Jesuit education, and in particular the commitment and lessons of Jesuit educators, have deeply affected me. Most particularly, in adult life, Father Tom Cummings, S.J., who as President of Rockhurst High School in Kansas City (where my sons attended high school), challenged me when he spoke to the students and parents emphatically stating that “a talent is not a gift until it is given away.” I always felt that he was talking directly to me, and strangely I think everyone else did as well. Father Tom challenged me to put the tradition of my Jesuit education to work daily.
My parents and grandparents encouraged an environment in which every human being was respected for who he or she was and that all, regardless of any superficial differences, were equal in God’s eyes. From my earliest years my parents and grandparents provided an example of what they called “giving back.” For years, Dad was the chair of the St. Vincent DePaul Society in our parish, and in various fundraising capacities to continue free Catholic School tuition in the parish. Mom served as president of the Mother’s Club raising money to support a constantly updated and modern textbook program for the school. Dad served as the parish athletic director for the nearly one hundred sports teams fielded by the school in nearly every sport imaginable. He also coached youth soccer for years even after I and my siblings had graduated. Mom and Dad were always “giving back.”
With that background at home and the influence of Jesuit education, I was drawn to volunteerism while in school and after, and eventually into public service and non-profit work. Whether it was tutoring students in inner-city schools, taking theater productions to hospitals, nursing homes, prisons or other detention facilities, or coaching youth sports, “giving back” became a part of my person. My earliest professional employment was as a teacher and various work experiences in what was known as the “War on Poverty.” Skills learned there and in graduate studies led me to a career in business but always supplemented by volunteer work as a School Board Member for parish schools, a youth coach, and a Boy Scout leader.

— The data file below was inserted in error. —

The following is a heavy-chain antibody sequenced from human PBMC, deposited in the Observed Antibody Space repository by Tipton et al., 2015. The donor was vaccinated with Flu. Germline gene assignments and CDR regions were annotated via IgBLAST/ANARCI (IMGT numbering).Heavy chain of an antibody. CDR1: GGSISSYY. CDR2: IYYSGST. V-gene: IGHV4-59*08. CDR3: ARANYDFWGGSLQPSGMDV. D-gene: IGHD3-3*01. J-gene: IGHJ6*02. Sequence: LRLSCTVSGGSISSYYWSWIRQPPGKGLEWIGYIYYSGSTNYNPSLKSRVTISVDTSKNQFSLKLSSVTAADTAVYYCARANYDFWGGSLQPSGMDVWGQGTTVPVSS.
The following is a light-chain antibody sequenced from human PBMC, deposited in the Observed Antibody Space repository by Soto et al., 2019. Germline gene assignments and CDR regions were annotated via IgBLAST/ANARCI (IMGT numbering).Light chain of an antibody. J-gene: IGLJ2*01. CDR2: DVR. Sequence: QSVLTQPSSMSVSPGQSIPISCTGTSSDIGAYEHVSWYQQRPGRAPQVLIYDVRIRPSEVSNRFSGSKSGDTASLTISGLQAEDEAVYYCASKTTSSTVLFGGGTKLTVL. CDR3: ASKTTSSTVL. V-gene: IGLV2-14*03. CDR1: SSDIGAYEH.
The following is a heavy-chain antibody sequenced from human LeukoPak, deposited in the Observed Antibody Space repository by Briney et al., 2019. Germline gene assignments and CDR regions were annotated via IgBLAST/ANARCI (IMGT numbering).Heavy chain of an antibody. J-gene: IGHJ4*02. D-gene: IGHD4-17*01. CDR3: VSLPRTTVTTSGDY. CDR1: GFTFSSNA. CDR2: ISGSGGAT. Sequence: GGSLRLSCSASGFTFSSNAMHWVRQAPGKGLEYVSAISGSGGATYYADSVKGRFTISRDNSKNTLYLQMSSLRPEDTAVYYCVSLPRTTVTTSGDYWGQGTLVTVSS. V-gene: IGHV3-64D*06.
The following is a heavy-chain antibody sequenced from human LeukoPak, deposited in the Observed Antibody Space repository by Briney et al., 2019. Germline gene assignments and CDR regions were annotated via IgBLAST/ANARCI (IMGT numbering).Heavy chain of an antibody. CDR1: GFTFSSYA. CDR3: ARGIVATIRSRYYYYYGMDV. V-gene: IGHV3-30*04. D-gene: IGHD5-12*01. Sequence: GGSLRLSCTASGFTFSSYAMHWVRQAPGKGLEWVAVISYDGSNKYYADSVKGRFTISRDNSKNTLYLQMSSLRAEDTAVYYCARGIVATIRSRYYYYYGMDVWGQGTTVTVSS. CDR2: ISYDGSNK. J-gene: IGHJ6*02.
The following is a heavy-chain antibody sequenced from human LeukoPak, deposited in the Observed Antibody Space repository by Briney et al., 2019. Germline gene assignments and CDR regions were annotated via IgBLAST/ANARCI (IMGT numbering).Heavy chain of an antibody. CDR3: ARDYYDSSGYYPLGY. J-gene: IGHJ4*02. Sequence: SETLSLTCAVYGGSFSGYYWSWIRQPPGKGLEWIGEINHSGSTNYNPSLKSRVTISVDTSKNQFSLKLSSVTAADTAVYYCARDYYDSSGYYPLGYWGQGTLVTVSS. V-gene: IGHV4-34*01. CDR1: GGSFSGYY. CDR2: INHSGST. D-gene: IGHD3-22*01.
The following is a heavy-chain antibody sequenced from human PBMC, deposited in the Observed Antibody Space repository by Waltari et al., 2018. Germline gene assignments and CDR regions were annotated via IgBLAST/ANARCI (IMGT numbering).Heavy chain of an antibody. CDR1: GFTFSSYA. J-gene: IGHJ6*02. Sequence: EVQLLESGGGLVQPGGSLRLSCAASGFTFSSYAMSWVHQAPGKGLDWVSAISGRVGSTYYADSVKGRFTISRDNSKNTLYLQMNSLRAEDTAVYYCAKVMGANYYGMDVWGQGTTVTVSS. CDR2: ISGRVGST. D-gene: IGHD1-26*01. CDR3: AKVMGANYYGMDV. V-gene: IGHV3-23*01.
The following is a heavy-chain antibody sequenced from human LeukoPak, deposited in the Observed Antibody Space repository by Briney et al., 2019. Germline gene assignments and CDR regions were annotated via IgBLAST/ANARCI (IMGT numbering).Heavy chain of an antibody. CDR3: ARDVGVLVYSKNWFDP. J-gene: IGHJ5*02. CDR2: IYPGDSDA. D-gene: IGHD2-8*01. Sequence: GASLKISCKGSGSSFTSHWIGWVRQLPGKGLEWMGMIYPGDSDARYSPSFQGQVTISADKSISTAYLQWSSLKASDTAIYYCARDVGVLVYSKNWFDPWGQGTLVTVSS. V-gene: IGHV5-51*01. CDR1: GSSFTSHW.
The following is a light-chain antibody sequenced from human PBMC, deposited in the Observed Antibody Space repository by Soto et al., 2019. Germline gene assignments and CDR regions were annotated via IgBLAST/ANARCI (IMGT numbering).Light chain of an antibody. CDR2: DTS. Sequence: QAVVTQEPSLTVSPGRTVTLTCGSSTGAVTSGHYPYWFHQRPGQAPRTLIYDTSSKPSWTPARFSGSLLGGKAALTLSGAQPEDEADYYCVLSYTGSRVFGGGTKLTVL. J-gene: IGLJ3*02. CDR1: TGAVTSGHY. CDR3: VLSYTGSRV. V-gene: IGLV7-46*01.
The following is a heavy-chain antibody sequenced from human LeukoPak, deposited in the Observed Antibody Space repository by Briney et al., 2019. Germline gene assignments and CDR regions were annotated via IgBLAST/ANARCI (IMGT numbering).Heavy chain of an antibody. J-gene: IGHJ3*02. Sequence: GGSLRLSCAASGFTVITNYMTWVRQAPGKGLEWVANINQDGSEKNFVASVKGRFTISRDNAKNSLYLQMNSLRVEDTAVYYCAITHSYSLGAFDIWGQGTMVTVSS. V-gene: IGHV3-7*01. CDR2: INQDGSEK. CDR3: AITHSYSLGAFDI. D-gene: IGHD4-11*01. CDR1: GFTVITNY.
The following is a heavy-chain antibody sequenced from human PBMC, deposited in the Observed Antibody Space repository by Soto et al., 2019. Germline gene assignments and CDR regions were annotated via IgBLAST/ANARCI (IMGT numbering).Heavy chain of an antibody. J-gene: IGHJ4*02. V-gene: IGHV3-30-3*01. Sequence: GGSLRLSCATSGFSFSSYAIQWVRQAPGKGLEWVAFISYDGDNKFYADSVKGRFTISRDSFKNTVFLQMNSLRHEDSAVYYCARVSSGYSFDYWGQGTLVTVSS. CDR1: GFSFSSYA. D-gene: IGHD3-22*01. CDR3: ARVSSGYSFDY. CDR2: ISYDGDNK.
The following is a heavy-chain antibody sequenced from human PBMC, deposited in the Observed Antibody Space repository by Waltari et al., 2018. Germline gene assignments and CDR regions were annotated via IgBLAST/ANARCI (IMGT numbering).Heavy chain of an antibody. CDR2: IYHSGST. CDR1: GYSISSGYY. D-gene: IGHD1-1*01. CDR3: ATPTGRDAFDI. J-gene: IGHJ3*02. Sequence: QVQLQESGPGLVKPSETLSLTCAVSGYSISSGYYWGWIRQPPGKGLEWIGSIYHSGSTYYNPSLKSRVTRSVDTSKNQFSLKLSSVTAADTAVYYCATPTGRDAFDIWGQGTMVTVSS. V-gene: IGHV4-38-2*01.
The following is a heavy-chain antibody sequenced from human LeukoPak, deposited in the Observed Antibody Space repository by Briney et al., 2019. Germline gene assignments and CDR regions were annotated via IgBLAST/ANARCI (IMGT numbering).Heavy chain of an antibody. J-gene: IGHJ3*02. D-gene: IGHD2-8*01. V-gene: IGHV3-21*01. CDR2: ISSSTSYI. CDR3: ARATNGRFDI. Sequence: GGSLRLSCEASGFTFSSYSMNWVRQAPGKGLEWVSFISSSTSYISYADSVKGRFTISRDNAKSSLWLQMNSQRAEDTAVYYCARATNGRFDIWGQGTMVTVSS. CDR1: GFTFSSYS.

Twenty-five years ago I lost my only daughter to the thoughtlessness of a drunk driver. In an effort to find peace for myself I was drawn to a support group for bereaved parents and later served as a convener for the group. I sought counsel from several Jesuit friends. That counsel and meditation led me to volunteer in a diversion program for first time DUI offenders. The experience led me to a life changing decision to sell my business accounts and to return to public service and non-profit work, which I see as an extension of the Jesuit philosophy of men and women for others. Besides professional work in the public service arena and in non-profit work, I have found great joy in participation in my community as a board member for a number of non-profits, primarily interested in sheltering people with low and very low incomes.
Saint Louis University '67, '72